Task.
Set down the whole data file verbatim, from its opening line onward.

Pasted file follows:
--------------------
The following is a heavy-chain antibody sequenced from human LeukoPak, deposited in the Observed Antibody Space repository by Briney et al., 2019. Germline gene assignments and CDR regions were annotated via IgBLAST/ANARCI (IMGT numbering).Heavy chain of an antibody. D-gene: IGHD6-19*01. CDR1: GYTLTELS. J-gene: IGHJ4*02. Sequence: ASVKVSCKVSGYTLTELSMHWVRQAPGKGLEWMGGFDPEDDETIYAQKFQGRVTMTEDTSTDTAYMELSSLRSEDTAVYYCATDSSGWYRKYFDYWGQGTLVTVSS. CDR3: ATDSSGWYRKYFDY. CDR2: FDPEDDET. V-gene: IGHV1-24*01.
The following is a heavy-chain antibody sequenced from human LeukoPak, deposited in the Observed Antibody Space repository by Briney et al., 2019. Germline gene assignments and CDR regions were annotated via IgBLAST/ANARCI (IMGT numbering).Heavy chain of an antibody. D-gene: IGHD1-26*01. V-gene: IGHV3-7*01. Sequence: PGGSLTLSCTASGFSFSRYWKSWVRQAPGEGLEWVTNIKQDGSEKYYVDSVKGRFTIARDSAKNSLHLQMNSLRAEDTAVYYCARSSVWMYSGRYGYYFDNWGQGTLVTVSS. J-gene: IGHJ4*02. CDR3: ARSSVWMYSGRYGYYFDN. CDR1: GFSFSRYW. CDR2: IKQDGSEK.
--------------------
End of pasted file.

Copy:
The following is a heavy-chain antibody sequenced from human LeukoPak, deposited in the Observed Antibody Space repository by Briney et al., 2019. Germline gene assignments and CDR regions were annotated via IgBLAST/ANARCI (IMGT numbering).Heavy chain of an antibody. D-gene: IGHD6-19*01. CDR1: GYTLTELS. J-gene: IGHJ4*02. Sequence: ASVKVSCKVSGYTLTELSMHWVRQAPGKGLEWMGGFDPEDDETIYAQKFQGRVTMTEDTSTDTAYMELSSLRSEDTAVYYCATDSSGWYRKYFDYWGQGTLVTVSS. CDR3: ATDSSGWYRKYFDY. CDR2: FDPEDDET. V-gene: IGHV1-24*01.
The following is a heavy-chain antibody sequenced from human LeukoPak, deposited in the Observed Antibody Space repository by Briney et al., 2019. Germline gene assignments and CDR regions were annotated via IgBLAST/ANARCI (IMGT numbering).Heavy chain of an antibody. D-gene: IGHD1-26*01. V-gene: IGHV3-7*01. Sequence: PGGSLTLSCTASGFSFSRYWKSWVRQAPGEGLEWVTNIKQDGSEKYYVDSVKGRFTIARDSAKNSLHLQMNSLRAEDTAVYYCARSSVWMYSGRYGYYFDNWGQGTLVTVSS. J-gene: IGHJ4*02. CDR3: ARSSVWMYSGRYGYYFDN. CDR1: GFSFSRYW. CDR2: IKQDGSEK.